Rabbi Zevi and Leah Schtroks will soon be arriving in Royal Palm Beach, Florida where they will be establishing a new Chabad-Lubavitch Center to serve the needs of the Jewish community there. Rabbi Schneur and Chanie Wilhelm are moving to Milford, Connecticut where they will be establishing a new Chabad House to serve the local Jewish community. Rabbi Yisroel and Chani Zavdi will be moving to Huntington Beach, California where they will serve as the Youth and Program Directors for Chabad of West Orange County. Rabbi Chaim Boruch and Sara Alevsky are arriving soon in Manhattan (New York City) where they will serve as Youth Directors for Chabad of the Upper West Side.
12 Nissan, 5734 
A human being is called a "world in miniature." Our Sages point out that this is not merely a phrase, but that the analogy corresponds in many, even minute details.
The idea behind this analogy is that man and the world in which he lives are intimately bound up and mutually affect one another.
The idea of an aron kodesh (holy ark) is that it is a physical thing, made of wood, metal, or some other material, and is conse-crated to house a Sefer Torah - Torah scroll - which is also made of material things (parchment inscribed by quill and ink). It is holy because the writing is the word of G-d, the ultimate of all that is spiritual and sacred.
Because the ark is holy, by reason of its housing the holiest of all sacred objects, the Sefer Torah, it is customary to make it beautiful - as is, indeed, the case with the one which has been presented. Even when an ark has lower compartments, these are used exclusively for keeping other sacred objects.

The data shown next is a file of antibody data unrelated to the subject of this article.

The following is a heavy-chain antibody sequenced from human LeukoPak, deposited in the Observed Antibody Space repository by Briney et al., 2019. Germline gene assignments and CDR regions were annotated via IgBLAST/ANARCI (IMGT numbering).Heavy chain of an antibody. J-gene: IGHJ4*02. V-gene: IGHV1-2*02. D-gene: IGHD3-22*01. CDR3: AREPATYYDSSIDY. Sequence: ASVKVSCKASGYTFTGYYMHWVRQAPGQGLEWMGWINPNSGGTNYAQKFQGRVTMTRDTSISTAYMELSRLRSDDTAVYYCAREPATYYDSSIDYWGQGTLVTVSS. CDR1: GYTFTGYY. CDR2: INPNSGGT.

A human being may be compared to an ark. The body, which consists of tissue, bone, etc., is physical, but it houses the soul, which is spiritual, sacred and pure. Consequently, the body, too, must be kept holy, as an ark housing a Sefer Torah.
Indeed, the analogy may be extended to the whole world at large, wherein G-d commanded to construct a Mikdash, a sanctuary from which G-d's light and holiness should spread to, and permeate, the whole world.
In like manner, an individual must endeavor to make his heart and mind - though they are made of physical substances - "sanctuaries," that is, sacred depositories for even more sacred contents and qualities, attuned to the supreme holiness and perfection which G-d revealed in His Torah and mitzvoth (commandments). So much so, that even the "lower compart-ments," that is, the application of the mind and heart to such material things as business or a job are not an end in themselves, but a means to a better and higher spiritual level. In this way the mundane occupations assume a different complexion, a higher meaning and value. This would then correspond to the Sanctuary which G-d commanded to be erected in this material world, the Sanctuary to which the Jewish people contributed such material things as gold, silver and brass, whereby they elevated to sanctity not only the contributions themselves, but also the effort that went into the acquisition of all their material things, including the major share that is used for personal and family needs.
Both sanctuaries - the "sanctuary" that is within every Jew, man and woman, and the Sanctuary which G-d commanded to be built as a dwelling place for Him on earth - are mentioned in one and the same sentence in the Torah: "They shall make Me a Sanctuary, that I may dwell within them" - "Within each and every one of them," as our Sages interpret this verse. In other words, the ultimate purpose of the Sanctuary built for G-d is to make every Jewish heart and mind a fitting abode for G-d to dwell in.
The immediate inference from the above is that although, at this time, the Sanctuary, the Holy Temple, is not in existence, and will be rebuilt when Moshiach comes, the sanctuary which is within every Jew, man or woman, is always there, and it is very much up to him and her to cultivate it and make it effective in sanctifying all of life.
What are some of the laws and customs of Tisha B'Av?